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Landing Page: Artistic Expression

One Man’s Passion is Wine Country’s Treasure

On a pastoral hillside in southern Napa County, a permanent flock of sheep grazes in blissful serenity. Seeing sheep along a hillside in Napa isn’t unusual at all. But this small flock is different—they pose with remarkable stillness, as if transfixed on a particular blade of grass. On closer inspection, the sheep aren’t grazing on anything at all. Rather, they invite the gaze of passersby and visitors to the di Rosa Preserve (5200 Carneros Hwy, 1-707-226-5991; www.dirosapreserve.org).

The sheep in fact aren’t real. They are art. And they’re an apt welcoming committee for one of Napa’s most unexpected treasures—an odd, engaging, funny, and important collection of art that wonderfully exemplifies both a regional aesthetic and a personal passion. The di Rosa Preserve is one of the most significant art collections of its kind. And beyond the collection itself, its location, on 217 rural acres in the heart of Carneros, makes it one of the most unexpected delights anywhere. Like a perfectly wrapped present from the collector for which it’s named — Rene di Rosa — the Preserve offers visitors a tour de force presentation of work by Northern California artists weighing in at more than 2,300 works ranging from the abstract to the impressionistic to the surreal.

The di Rosa Preserve is one of my favorite attractions in all of Wine Country—that is, among those that don’t directly involve wine. But actually the di Rosa Preserve does indirectly involve wine. Following a particularly successful grape-growing career, di Rosa decided to transform his acreage into an art preserve with the express mission of showcasing art in all its myriad forms by Northern California artists. Di Rosa has collected art for decades and combined with the impressive collection of his late wife, Veronica—herself an artist—the total over the years is impressive indeed.

So to share their artistic expression with an interested public, the di Rosa Preserve was born. Established on a part of his 460 Carneros estate, which includes a beautiful century-plus-old stone winery, the preserve not only houses and displays the art collection, but also serves as a wildlife refuge and home to several species of migratory birds. The collection is housed in three large galleries and displayed in both permanent and changing installations.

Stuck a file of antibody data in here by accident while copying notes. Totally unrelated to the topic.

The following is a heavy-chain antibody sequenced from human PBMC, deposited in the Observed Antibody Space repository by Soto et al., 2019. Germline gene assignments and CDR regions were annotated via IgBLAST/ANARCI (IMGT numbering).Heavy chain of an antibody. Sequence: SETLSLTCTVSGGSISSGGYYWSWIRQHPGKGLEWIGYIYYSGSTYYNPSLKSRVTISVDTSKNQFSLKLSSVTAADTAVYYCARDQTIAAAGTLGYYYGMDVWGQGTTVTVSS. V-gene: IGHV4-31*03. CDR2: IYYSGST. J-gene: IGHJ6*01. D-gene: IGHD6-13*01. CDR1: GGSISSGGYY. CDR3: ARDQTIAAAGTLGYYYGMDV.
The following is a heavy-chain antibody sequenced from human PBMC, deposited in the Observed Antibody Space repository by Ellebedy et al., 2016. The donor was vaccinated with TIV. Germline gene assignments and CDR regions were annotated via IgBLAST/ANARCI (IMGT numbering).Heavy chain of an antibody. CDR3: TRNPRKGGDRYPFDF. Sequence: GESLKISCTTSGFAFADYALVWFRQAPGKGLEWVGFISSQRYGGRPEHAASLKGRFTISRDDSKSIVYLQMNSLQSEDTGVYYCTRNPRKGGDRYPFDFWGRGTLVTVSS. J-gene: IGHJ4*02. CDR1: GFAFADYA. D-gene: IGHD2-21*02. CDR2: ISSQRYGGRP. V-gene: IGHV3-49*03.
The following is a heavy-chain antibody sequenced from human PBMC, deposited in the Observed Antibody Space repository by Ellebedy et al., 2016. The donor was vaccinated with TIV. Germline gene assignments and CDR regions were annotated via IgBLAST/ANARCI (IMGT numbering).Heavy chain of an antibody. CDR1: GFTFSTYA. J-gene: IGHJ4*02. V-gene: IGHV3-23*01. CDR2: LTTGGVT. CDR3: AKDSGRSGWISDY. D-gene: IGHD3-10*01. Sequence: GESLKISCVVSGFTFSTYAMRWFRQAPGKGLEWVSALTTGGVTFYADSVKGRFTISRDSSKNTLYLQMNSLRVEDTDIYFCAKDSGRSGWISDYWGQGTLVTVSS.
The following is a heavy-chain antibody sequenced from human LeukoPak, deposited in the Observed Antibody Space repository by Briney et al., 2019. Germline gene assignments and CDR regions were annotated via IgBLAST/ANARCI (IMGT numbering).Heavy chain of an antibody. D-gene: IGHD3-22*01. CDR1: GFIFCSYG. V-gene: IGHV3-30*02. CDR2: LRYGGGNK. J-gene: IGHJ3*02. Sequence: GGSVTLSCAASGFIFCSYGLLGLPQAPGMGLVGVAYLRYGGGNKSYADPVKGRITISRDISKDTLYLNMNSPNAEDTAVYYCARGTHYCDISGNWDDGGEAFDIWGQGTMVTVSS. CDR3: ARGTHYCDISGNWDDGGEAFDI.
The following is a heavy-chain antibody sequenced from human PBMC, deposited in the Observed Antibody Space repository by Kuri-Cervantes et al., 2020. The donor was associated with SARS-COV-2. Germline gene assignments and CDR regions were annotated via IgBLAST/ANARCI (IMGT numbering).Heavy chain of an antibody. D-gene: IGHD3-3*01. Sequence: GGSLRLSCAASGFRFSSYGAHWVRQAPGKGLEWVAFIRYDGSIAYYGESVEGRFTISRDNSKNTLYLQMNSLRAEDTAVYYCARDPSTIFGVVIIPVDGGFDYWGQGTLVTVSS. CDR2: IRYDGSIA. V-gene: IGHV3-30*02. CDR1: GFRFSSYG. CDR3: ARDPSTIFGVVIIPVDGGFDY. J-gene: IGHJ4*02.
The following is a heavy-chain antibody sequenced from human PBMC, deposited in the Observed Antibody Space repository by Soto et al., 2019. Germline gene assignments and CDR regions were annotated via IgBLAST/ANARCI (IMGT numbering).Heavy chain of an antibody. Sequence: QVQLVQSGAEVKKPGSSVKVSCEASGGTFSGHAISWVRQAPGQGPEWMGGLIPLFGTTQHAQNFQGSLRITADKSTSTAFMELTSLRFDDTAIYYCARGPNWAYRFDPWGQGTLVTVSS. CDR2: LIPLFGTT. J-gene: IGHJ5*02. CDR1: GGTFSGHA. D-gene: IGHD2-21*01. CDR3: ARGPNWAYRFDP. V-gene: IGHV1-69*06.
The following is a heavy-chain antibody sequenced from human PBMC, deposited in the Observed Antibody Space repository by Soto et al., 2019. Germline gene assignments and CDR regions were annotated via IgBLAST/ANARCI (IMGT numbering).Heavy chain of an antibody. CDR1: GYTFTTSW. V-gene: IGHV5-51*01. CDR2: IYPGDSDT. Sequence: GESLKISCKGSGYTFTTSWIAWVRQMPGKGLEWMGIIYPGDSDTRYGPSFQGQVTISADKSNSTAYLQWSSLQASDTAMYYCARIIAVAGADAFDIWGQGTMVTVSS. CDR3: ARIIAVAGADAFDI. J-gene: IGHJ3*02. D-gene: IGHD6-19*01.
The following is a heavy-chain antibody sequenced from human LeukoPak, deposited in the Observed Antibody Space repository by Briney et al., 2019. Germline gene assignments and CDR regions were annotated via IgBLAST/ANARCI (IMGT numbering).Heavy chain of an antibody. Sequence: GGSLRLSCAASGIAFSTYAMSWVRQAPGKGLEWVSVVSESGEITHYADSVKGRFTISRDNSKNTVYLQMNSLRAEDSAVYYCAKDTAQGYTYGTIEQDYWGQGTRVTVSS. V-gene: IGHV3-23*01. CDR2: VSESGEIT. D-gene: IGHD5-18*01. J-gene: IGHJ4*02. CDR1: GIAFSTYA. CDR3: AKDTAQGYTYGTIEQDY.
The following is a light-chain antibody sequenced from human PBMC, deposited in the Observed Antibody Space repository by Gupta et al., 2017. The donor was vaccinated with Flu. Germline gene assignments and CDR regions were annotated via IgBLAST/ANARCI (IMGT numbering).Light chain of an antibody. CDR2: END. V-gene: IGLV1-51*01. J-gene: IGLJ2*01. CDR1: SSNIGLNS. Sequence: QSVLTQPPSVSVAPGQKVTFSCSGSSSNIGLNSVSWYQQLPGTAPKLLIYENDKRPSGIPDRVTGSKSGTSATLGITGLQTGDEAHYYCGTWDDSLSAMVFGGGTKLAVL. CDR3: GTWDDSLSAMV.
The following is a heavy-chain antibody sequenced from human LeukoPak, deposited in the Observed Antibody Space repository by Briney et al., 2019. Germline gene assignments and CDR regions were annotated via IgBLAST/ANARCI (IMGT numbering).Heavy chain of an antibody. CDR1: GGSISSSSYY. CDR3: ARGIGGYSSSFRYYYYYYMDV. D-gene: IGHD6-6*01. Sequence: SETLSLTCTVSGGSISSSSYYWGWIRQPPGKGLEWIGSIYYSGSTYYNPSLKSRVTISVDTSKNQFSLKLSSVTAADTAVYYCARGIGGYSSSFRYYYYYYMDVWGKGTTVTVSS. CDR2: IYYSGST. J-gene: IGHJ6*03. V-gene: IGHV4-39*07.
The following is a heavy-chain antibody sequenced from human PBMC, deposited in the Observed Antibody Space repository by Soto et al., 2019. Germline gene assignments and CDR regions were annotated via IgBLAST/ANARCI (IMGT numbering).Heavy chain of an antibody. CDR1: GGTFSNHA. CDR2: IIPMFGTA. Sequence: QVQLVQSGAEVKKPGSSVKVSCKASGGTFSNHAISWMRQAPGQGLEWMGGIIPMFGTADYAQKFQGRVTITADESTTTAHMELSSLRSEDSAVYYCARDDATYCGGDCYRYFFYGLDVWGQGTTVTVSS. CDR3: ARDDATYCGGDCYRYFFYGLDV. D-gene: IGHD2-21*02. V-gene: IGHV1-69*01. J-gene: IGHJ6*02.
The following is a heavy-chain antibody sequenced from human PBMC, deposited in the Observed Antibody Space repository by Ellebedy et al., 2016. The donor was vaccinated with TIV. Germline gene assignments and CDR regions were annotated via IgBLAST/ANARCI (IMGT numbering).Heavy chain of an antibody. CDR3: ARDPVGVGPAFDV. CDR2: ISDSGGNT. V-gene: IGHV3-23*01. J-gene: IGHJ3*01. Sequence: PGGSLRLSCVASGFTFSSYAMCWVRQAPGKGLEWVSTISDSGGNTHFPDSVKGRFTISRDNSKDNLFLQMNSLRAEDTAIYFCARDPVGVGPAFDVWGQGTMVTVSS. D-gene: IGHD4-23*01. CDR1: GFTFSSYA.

Visiting the Preserve has an Alice-in-Wonderland feel, like you never know what kind of amazing character you might encounter around the next corner. The collection is nothing if not eclectic, an eye-popping, head-scratching array of artistic indulgence, running the gamut from whimsical to provocative and not infrequently esoteric. On view are works by artists both obscure and celebrated. Di Rosa has room for and eagerly welcomes struggling regional artists, happily positioning their work among that by such names as Robert Arneson, Robert Bechtle, and Peter Voulkos.

One of the most powerful installments at the Preserve (and among my personal favorites) is Chartres Bleu, by Paul Kos, an original installation at the Preserve that the artist has duplicated for many gallery shows and retrospectives since creating it in 1986. The installation features a stack of 27 TV monitors that display the passage of time through stained-glass windows that the artist filmed in the choir ambulatory of the cathedral at Chartres. The monitors, stacked to look like the original window, show a time-lapse day’s worth of light condensed into a 12-minute sequence. The effect is as much wow-that’s-cool as it is contemplative. You can easily stand and watch the light change for several cycles before realizing there’s so much more to see.

Indeed the grounds outside are as beguiling as the installations indoors. The small lake lends a degree of bucolic serenity until you spot the metal cow walking atop it. That tree looks normal until you spot the car hanging from the branches. It’s all par for the course at the di Rosa Preserve, where the sheep don’t actually graze, but they might just pull the wool over your eyes.

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